My Two Takes on Houston and the Subpoenas

If you have any number of conservative Christian facebook friends then your newsfeed has probably blown up concerning the subpoenas of the Houston pastors. For the rest of you let me briefly fill you in. Several months ago Houston passed the Houston Equal Rights Ordinance. Among other requirements, this ordinance would require public bathrooms to be open to those who identify with that particular gender. A male who identifies as a woman can use the women bathroom. This started a protest by Houston citizens, led by many area pastors. They gathered a petition to put the ordinance to a city vote. The city attorney threw out the petition stating that many of the signatures are invalid. The city was sued to allow the vote. As part of the lawsuit five Houston pastors were subpoenaed for their sermons and for any correspondence related to this issue. This description is not completely nuanced, and leaves out important details, but it is the best I can in a brief manner.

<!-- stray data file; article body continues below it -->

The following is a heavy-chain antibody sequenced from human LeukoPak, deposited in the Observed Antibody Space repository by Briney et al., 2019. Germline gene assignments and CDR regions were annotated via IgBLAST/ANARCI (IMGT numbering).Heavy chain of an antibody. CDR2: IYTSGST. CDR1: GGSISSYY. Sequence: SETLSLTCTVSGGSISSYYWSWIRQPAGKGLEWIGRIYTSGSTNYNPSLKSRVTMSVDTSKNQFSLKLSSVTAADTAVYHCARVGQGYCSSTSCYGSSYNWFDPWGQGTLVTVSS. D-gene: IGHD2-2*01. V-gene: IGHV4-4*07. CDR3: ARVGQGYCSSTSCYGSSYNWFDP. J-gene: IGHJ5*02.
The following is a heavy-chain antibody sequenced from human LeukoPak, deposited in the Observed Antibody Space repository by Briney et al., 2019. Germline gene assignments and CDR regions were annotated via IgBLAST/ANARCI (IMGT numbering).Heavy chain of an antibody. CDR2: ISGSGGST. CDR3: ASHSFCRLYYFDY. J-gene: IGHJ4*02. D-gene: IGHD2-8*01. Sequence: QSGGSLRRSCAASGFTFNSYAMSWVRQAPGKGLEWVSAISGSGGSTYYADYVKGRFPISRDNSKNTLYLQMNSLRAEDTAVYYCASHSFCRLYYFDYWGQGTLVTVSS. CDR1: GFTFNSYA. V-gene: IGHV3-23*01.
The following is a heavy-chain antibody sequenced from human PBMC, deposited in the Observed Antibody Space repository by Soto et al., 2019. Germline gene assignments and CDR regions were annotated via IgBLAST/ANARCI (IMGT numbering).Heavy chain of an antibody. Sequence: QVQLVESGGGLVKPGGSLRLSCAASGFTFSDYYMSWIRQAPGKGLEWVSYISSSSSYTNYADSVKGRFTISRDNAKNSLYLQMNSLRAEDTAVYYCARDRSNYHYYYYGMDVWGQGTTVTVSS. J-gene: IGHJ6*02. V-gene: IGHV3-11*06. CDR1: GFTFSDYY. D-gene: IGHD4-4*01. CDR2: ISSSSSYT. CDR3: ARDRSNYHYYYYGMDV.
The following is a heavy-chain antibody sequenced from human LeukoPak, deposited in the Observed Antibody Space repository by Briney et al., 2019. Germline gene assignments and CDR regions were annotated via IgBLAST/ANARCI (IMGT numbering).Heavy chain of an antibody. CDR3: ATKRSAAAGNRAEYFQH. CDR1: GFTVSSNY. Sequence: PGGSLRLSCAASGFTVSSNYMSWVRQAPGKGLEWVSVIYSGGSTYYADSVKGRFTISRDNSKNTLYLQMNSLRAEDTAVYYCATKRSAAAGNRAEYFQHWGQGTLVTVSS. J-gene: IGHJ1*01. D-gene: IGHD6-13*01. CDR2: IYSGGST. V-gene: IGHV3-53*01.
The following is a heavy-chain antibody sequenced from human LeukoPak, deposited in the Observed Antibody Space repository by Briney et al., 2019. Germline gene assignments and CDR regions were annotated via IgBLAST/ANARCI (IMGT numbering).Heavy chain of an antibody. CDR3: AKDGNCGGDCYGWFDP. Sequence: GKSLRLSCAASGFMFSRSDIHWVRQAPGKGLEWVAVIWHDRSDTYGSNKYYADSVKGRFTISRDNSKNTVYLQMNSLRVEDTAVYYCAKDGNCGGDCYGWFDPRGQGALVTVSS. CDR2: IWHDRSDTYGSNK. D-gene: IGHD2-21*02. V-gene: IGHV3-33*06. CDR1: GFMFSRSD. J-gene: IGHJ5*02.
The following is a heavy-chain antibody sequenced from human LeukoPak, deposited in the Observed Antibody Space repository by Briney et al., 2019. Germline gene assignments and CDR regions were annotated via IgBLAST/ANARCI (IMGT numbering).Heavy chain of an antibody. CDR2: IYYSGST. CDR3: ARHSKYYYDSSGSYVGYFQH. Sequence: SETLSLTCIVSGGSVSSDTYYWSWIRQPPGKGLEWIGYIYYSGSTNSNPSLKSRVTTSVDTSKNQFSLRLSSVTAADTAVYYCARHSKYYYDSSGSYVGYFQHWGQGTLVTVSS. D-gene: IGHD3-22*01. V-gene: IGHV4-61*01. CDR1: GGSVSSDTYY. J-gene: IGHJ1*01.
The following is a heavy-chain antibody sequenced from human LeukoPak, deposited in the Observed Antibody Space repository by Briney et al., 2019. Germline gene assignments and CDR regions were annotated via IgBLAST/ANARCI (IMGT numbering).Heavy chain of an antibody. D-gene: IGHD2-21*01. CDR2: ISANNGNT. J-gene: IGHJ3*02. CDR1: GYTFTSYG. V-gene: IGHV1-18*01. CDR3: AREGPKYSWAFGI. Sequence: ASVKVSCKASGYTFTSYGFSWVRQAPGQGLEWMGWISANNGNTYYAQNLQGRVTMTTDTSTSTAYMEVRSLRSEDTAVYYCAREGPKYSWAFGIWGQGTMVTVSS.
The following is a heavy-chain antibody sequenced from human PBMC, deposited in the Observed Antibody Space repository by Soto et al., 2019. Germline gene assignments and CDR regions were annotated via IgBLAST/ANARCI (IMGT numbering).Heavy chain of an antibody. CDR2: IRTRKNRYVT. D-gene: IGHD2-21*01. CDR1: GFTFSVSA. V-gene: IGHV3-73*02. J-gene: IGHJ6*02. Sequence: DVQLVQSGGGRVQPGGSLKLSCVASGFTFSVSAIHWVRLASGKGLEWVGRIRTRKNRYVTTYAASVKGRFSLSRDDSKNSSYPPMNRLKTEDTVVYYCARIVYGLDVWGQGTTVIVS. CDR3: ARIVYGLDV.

I have two takes on this situation. One is based on my academic expertise and one is just based on my observation as an educated citizen. First, my observation as a citizen. I am not a lawyer so there are likely legal issues I do not understand, but it is hard for me to see why these sermons and communications are relevant. If the Mayor of Houston was suing a pastor for slander then clearly his or her sermons would be fair game. But in this case it seems that the major question, the research question from my perspective, is whether the signatures are valid. If they are then we should have a vote. If they are not then the Houston city attorney is in the right.